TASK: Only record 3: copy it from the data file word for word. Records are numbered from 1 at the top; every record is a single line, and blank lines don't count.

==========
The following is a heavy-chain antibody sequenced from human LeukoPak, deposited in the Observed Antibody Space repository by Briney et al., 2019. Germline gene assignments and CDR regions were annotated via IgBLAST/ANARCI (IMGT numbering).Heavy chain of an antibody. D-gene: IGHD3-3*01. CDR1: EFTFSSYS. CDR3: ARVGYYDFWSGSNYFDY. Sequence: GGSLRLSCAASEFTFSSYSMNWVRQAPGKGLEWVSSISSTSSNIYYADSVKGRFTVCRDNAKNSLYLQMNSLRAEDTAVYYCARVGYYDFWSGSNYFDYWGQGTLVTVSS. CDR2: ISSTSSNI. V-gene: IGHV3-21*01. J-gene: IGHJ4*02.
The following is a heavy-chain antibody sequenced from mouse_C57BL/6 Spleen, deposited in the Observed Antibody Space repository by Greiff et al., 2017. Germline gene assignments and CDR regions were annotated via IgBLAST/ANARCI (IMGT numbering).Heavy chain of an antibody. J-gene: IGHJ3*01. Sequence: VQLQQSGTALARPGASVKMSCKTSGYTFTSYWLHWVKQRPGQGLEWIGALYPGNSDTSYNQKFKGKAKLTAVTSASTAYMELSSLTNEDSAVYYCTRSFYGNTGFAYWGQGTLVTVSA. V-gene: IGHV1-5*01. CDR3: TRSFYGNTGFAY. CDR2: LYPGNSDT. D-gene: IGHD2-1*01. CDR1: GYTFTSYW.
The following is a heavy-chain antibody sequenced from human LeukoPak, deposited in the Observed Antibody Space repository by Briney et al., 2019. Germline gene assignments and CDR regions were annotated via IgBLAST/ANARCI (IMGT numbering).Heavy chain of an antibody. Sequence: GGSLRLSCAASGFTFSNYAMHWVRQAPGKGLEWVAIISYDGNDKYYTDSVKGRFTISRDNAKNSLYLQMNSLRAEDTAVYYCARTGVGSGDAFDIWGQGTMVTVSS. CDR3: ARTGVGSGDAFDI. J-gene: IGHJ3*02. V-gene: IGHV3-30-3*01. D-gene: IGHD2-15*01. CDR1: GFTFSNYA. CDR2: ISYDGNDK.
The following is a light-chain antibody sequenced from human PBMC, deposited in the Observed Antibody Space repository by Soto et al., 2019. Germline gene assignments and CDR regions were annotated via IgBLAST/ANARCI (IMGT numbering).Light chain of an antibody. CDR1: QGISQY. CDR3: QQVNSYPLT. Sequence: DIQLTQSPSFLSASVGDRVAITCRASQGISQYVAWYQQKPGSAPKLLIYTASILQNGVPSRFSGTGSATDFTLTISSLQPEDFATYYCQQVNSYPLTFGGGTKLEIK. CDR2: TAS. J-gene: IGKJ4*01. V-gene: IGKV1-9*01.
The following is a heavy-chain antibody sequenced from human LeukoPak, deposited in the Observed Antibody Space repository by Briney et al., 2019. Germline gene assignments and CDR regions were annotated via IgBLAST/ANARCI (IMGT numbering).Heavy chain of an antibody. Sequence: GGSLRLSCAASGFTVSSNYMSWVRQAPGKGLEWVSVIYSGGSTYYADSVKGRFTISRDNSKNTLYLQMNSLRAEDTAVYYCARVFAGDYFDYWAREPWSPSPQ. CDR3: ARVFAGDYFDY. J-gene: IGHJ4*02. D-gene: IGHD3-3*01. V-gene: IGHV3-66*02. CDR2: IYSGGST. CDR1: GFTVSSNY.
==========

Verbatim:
The following is a heavy-chain antibody sequenced from human LeukoPak, deposited in the Observed Antibody Space repository by Briney et al., 2019. Germline gene assignments and CDR regions were annotated via IgBLAST/ANARCI (IMGT numbering).Heavy chain of an antibody. Sequence: GGSLRLSCAASGFTFSNYAMHWVRQAPGKGLEWVAIISYDGNDKYYTDSVKGRFTISRDNAKNSLYLQMNSLRAEDTAVYYCARTGVGSGDAFDIWGQGTMVTVSS. CDR3: ARTGVGSGDAFDI. J-gene: IGHJ3*02. V-gene: IGHV3-30-3*01. D-gene: IGHD2-15*01. CDR1: GFTFSNYA. CDR2: ISYDGNDK.